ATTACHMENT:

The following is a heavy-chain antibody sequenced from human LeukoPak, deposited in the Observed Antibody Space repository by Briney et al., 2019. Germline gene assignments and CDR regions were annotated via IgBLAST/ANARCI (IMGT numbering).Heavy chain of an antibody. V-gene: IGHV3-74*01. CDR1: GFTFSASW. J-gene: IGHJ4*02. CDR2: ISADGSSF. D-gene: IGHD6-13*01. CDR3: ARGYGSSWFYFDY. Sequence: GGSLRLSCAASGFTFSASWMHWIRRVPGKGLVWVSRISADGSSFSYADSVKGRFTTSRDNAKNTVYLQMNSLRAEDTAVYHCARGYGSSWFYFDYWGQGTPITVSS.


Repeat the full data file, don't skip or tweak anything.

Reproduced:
The following is a heavy-chain antibody sequenced from human LeukoPak, deposited in the Observed Antibody Space repository by Briney et al., 2019. Germline gene assignments and CDR regions were annotated via IgBLAST/ANARCI (IMGT numbering).Heavy chain of an antibody. V-gene: IGHV3-74*01. CDR1: GFTFSASW. J-gene: IGHJ4*02. CDR2: ISADGSSF. D-gene: IGHD6-13*01. CDR3: ARGYGSSWFYFDY. Sequence: GGSLRLSCAASGFTFSASWMHWIRRVPGKGLVWVSRISADGSSFSYADSVKGRFTTSRDNAKNTVYLQMNSLRAEDTAVYHCARGYGSSWFYFDYWGQGTPITVSS.